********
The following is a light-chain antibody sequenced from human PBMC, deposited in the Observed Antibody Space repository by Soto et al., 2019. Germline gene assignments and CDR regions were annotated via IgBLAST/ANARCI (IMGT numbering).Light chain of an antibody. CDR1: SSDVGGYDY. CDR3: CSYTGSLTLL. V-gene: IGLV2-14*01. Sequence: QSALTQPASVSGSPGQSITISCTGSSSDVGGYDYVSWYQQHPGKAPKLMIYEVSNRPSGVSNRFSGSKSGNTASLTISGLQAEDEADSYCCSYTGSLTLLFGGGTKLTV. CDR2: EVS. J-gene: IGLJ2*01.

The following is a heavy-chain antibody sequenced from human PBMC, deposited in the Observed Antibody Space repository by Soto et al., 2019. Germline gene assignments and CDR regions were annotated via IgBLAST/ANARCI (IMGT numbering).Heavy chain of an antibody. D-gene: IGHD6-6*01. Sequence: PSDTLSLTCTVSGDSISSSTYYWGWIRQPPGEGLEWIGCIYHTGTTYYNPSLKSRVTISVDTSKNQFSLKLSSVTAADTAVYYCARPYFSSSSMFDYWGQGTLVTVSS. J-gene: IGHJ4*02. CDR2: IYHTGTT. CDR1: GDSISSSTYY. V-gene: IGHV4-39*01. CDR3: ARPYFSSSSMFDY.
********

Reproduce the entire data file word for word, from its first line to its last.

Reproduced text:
The following is a light-chain antibody sequenced from human PBMC, deposited in the Observed Antibody Space repository by Soto et al., 2019. Germline gene assignments and CDR regions were annotated via IgBLAST/ANARCI (IMGT numbering).Light chain of an antibody. CDR1: SSDVGGYDY. CDR3: CSYTGSLTLL. V-gene: IGLV2-14*01. Sequence: QSALTQPASVSGSPGQSITISCTGSSSDVGGYDYVSWYQQHPGKAPKLMIYEVSNRPSGVSNRFSGSKSGNTASLTISGLQAEDEADSYCCSYTGSLTLLFGGGTKLTV. CDR2: EVS. J-gene: IGLJ2*01.

The following is a heavy-chain antibody sequenced from human PBMC, deposited in the Observed Antibody Space repository by Soto et al., 2019. Germline gene assignments and CDR regions were annotated via IgBLAST/ANARCI (IMGT numbering).Heavy chain of an antibody. D-gene: IGHD6-6*01. Sequence: PSDTLSLTCTVSGDSISSSTYYWGWIRQPPGEGLEWIGCIYHTGTTYYNPSLKSRVTISVDTSKNQFSLKLSSVTAADTAVYYCARPYFSSSSMFDYWGQGTLVTVSS. J-gene: IGHJ4*02. CDR2: IYHTGTT. CDR1: GDSISSSTYY. V-gene: IGHV4-39*01. CDR3: ARPYFSSSSMFDY.